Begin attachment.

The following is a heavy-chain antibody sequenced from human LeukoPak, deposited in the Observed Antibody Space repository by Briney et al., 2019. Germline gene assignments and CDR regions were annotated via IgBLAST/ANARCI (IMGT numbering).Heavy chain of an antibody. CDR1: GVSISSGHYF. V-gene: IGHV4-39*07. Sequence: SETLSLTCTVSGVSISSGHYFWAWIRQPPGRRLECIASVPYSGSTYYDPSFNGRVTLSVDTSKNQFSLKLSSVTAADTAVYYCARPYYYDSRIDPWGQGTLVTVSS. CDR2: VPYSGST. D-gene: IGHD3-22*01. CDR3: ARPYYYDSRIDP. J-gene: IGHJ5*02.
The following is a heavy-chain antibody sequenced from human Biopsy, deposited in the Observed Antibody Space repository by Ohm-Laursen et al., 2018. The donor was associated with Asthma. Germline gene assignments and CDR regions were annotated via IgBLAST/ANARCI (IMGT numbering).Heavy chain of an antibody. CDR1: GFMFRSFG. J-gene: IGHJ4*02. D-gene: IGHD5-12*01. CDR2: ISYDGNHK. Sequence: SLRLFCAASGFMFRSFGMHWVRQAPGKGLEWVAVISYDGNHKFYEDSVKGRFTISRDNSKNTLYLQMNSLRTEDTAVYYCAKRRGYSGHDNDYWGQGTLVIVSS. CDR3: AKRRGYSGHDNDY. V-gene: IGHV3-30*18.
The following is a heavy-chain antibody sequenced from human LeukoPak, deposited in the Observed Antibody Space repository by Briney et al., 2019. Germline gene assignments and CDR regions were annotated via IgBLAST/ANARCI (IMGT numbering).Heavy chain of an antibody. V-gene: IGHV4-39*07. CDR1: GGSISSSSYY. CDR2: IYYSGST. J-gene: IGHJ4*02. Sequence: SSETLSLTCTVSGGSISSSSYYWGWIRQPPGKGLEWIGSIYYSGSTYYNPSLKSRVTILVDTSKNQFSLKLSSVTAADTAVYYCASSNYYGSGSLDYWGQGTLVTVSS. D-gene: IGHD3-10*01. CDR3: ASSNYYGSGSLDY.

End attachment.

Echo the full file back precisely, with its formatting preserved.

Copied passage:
The following is a heavy-chain antibody sequenced from human LeukoPak, deposited in the Observed Antibody Space repository by Briney et al., 2019. Germline gene assignments and CDR regions were annotated via IgBLAST/ANARCI (IMGT numbering).Heavy chain of an antibody. CDR1: GVSISSGHYF. V-gene: IGHV4-39*07. Sequence: SETLSLTCTVSGVSISSGHYFWAWIRQPPGRRLECIASVPYSGSTYYDPSFNGRVTLSVDTSKNQFSLKLSSVTAADTAVYYCARPYYYDSRIDPWGQGTLVTVSS. CDR2: VPYSGST. D-gene: IGHD3-22*01. CDR3: ARPYYYDSRIDP. J-gene: IGHJ5*02.
The following is a heavy-chain antibody sequenced from human Biopsy, deposited in the Observed Antibody Space repository by Ohm-Laursen et al., 2018. The donor was associated with Asthma. Germline gene assignments and CDR regions were annotated via IgBLAST/ANARCI (IMGT numbering).Heavy chain of an antibody. CDR1: GFMFRSFG. J-gene: IGHJ4*02. D-gene: IGHD5-12*01. CDR2: ISYDGNHK. Sequence: SLRLFCAASGFMFRSFGMHWVRQAPGKGLEWVAVISYDGNHKFYEDSVKGRFTISRDNSKNTLYLQMNSLRTEDTAVYYCAKRRGYSGHDNDYWGQGTLVIVSS. CDR3: AKRRGYSGHDNDY. V-gene: IGHV3-30*18.
The following is a heavy-chain antibody sequenced from human LeukoPak, deposited in the Observed Antibody Space repository by Briney et al., 2019. Germline gene assignments and CDR regions were annotated via IgBLAST/ANARCI (IMGT numbering).Heavy chain of an antibody. V-gene: IGHV4-39*07. CDR1: GGSISSSSYY. CDR2: IYYSGST. J-gene: IGHJ4*02. Sequence: SSETLSLTCTVSGGSISSSSYYWGWIRQPPGKGLEWIGSIYYSGSTYYNPSLKSRVTILVDTSKNQFSLKLSSVTAADTAVYYCASSNYYGSGSLDYWGQGTLVTVSS. D-gene: IGHD3-10*01. CDR3: ASSNYYGSGSLDY.